Technical Knowledge

What is Frame Rate and How to Set the FPS for Your Video

Mar 09 2021

What is Frame Rate?

One of the essentials you should know is the “Frame Rate” to learn the process of video production.  Before talking about the frame rate, we must first understand the principle of animation (video) presentation.  The videos we watch are formed by a series of still images.  Since the difference between each still image is very small,  when those images viewed at a certain speed, the fast-flashing still images give the appearance on the human eye’s retina which results the video we watch.  And each of those images is called a “frame.”

"Frame Per Second" or the so-called "fps" means how many still images frames in the per-second video. For example, 60fps implies that it contains 60 frames of still images per second. According to the research, the human visual system can process 10 to 12 still images per second, while more frames per second are perceived as motion. When the frame rate is higher than 60fps, it is hard for the human visual system to notice the slight difference in the motion image. Nowadays, most movie production applies 24fps.

What are the NTSC System and the PAL System?

When television comes to the world, the television also changed the video frame rate format. Since the monitor presents images by lighting, the frame rate per second is defined by how many images can be scanned within one second. There are two ways of image scanning-"Progressive Scanning" and "Interlaced Scanning."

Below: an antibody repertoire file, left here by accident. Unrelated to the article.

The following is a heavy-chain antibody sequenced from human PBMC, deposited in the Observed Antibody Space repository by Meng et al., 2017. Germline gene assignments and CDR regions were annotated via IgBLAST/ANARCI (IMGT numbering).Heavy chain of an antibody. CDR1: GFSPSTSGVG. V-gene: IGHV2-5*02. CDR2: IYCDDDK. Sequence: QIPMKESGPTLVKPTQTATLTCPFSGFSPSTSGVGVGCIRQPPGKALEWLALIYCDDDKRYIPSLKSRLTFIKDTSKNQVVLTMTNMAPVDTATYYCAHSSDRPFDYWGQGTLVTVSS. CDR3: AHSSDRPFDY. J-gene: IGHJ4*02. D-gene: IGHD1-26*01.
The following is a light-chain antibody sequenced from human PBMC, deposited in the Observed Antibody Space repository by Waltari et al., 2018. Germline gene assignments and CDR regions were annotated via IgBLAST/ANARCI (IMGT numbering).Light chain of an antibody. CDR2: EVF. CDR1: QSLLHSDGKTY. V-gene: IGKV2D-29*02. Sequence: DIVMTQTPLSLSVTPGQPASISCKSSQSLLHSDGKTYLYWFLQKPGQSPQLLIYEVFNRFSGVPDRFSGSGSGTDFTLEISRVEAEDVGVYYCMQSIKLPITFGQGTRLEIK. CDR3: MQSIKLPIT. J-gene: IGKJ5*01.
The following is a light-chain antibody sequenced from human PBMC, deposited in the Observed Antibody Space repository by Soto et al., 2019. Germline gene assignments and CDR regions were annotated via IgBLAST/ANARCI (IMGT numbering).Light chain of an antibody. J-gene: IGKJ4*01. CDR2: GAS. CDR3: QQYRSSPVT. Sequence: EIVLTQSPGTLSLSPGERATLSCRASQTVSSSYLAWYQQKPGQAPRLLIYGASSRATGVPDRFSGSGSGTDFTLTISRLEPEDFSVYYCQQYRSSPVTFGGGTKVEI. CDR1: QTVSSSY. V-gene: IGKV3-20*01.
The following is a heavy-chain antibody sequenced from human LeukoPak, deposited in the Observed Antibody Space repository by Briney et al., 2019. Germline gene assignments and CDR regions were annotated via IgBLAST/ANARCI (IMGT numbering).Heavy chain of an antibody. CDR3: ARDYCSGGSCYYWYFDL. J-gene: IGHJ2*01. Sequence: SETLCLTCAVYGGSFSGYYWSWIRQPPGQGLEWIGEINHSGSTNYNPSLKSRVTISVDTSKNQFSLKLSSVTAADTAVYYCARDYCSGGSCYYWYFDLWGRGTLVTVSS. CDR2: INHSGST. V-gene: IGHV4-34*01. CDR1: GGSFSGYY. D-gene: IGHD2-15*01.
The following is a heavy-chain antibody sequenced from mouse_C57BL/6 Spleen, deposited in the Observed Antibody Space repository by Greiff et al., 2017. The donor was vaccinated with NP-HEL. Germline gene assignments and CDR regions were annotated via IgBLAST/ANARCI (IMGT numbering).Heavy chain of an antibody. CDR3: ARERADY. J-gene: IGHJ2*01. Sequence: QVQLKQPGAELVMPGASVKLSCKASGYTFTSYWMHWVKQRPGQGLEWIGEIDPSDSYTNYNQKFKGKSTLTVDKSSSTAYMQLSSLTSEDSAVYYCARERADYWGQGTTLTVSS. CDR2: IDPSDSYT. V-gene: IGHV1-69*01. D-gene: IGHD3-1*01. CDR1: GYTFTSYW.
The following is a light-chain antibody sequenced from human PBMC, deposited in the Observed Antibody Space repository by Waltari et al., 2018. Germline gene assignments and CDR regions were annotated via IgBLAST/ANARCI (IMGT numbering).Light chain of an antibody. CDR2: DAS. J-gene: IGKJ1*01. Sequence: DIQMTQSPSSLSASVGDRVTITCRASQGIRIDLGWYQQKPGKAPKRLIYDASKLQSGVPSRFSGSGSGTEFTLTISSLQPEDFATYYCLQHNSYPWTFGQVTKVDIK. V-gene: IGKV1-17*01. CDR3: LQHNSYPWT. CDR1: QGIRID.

Progressive scanning is also referred to as noninterlaced scanning, and it is a format of displaying in which all the lines of each frame are drawn in sequence. The application of interlaced scanning is due to the limitation of the signal bandwidth. The interlaced video applies the traditional analog television systems. It has to scan the odd-numbered lines of the image field first and then to the even-numbered lines of the image field. By quickly changing the two "half-frame" images make it look like a complete image.

According to the above theory, the "p" means Progressive Scanning, and the "i" represents Interlaced Scanning. The "1080p 30" means Full HD resolution (1920x1080), which is formed by 30 "full frames" progressive scan per second. And "1080i 60" means the Full HD image is formed by 60 "half-frames" interlaced scan per second.  

To avoid the interference and noise generated by current and TV signals at different frequencies, the National Television System Committee (NTSC) in the USA has developed the interlaced scanning frequency to be 60Hz, which is the same as the alternating current (AC) frequency. This is how the 30fps and 60fps frame rates are generated. The NTSC system applies to the USA and Canada, Japan, Korea, the Philippines, and Taiwan. 

If you are careful, do you ever notice some video devices note 29.97 and 59.94 fps on the specs? The odd numbers are because when the color TV was invented, the color signal was added to the video signal. However, the frequency of the color signal overlaps with the audio signal. To prevent the interference between video and audio signals, American engineers low 0.1% of the 30fps. Thus, the color TV frame rate was modified from 30fps to 29.97fps, and the 60fps was modified to 59.94fps.